After Retreat2Write, I committed to write every day. It was a pretty hallow commitment it seems. In the month since then, I have written one blog and put in about 2 hours of other writing. I struggle to know exactly what my problem is.
At the beginning of each week, I write a schedule for myself. On each day of the calendar, I enter commitments such as doctor’s appointments, exercise classes, regular meetings, and any social plans such as lunch with a friend or a grandchild’s sports event. Then I enter any weekly chores. For example, Mondays is for laundry and if I am going to do any cleaning, I try to do that on Fridays. I try to run errands when I am running to town for other things. Yesterday, I was in Little Falls for a meeting and an exercise class, so I went to the library, go my flu shot, stopped at Aldi’s for a couple of sales in their produce section, and dropped a book off at a friend’s house. It was a long day. I was too tired to write when I got home. I always take a nap and still start to fizzle around 5pm.
As I ponder my problem of not finding time to write, I ask myself if I am simply putting too much on my calendar. Perhaps I need to prioritize differently. Should I skip my exercise classes, designed to keep me moving along with other seniors. I sort of hate exercise so this would be an easy switch for me. But I have learned from experience that my body pays dearly when I don’t exercise and I am more likely to exercise when it is structured like on timed classes. Besides, I like the other older folks who exercise with me. We talk about our lives and laugh a lot.
In addition to all the aforementioned activity that fills my calendar, I have a list of things that need my attention at some point. Balance my checkbook was on that list and I did that this morning only to find myself $20 off on my figures. I set it aside for Bernie to look at. Other things on my list include preparations for book sales events, fulfilling duties for a a service group to which I belong, finishing a baby blanket, updating my web page, getting the pictures out of my phone, calling my brother, signing up for a class, and having my daughter change the protection program for my computer. I wish I could just check one of these tasks off each day, but two a week is about all I can manage.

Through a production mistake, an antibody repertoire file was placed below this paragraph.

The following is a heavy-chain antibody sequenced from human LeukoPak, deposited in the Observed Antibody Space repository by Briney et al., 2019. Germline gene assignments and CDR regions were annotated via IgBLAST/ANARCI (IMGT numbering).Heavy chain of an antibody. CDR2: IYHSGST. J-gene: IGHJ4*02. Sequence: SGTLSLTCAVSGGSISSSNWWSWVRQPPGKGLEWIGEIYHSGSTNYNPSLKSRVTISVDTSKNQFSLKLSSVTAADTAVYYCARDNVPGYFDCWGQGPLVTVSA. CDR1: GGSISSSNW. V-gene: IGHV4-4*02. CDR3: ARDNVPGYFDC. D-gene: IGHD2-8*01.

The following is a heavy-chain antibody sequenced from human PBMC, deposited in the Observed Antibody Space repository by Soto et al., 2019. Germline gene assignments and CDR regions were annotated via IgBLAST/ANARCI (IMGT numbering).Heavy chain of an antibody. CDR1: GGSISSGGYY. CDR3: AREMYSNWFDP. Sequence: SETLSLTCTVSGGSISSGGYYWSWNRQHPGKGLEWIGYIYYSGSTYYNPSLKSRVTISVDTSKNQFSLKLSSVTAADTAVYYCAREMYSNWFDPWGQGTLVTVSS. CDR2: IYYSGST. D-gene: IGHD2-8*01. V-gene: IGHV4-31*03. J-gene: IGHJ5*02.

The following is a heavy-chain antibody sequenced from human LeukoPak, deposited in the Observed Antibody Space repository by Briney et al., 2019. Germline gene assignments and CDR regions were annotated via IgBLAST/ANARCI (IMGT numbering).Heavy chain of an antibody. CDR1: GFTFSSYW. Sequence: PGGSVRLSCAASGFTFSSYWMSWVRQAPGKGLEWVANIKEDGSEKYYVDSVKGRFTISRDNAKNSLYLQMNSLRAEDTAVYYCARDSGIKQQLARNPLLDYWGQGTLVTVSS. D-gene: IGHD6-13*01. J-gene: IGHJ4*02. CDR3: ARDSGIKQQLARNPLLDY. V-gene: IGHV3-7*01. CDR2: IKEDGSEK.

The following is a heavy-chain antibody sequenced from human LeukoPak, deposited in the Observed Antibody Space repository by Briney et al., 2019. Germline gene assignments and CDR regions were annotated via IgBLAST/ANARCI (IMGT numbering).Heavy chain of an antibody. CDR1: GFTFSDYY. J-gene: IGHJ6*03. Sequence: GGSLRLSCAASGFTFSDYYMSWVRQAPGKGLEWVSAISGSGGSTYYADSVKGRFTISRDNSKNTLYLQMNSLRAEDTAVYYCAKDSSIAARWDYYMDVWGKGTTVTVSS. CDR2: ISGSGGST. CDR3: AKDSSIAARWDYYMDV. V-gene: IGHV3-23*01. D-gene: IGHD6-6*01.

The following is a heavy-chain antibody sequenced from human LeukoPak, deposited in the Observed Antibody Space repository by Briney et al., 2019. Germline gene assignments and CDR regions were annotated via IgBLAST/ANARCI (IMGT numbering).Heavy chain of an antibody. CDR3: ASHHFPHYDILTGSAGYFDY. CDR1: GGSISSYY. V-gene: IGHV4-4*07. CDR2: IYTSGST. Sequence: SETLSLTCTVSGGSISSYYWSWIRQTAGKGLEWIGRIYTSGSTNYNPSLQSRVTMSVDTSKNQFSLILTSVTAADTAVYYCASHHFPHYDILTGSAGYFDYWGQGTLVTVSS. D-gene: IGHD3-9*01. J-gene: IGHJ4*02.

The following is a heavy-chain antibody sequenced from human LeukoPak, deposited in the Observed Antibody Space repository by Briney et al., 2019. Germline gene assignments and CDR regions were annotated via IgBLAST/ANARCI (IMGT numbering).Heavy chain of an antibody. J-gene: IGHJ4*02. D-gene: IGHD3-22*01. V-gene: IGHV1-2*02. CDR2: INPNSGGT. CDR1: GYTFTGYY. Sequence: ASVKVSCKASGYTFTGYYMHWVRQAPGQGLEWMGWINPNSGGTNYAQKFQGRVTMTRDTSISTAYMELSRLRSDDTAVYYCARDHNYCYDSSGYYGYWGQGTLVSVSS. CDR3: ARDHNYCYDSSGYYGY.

I was complaining to a friend the other day and she said, “In addition, you have a very active household.” This is true and I hadn’t even included that. You would think that my husband plus a daughter living in our basement. That’s three people with three different schedules overlapping one another. Add to that the many family events that show up on the calendar, having family members come here for an event or we going to see them. Of course, everyone has this. We just have a particularly big family.
Waaah, waaah, waaah. I know. I suspect many readers gave up two paragraphs ago.
I suppose the answer to my problem is to change my expectations. I think that is what Buddha would say. I mean, I don’t really have to write a blog or another book, do I? I know that life is fragile. I have to be careful thinking I know what it is God put me on the earth to do. Maybe God put me here to be a time-juggler. Maybe others will feel my pain because it is their’s, too, the pain of dreams unmet. Maybe I am here to be a comfort to them.
I have been to many memorial services in my 74 years. I wonder if friends and family who have died get to hang around and listen to all that is said about them. Without exception, people always say nice things about their loved ones. You never hear them talk about the things they didn’t accomplish. “She left right in the middle of doing the ironing.” “He never finished remodeling the kitchen.” “She only completed half of her education.” “He died before he could get the hole-in-one he always dreamed about.” I guess those things aren’t that important to the One who is Master over life and death, nor is it important to those who are left behind.
Well, no answers today. If I finish this post, I can say that today I wrote. And if Bernie figures out the problem with my checkbook, than I can cross off one more thing on my list. When I comes to success, it is all about perspective.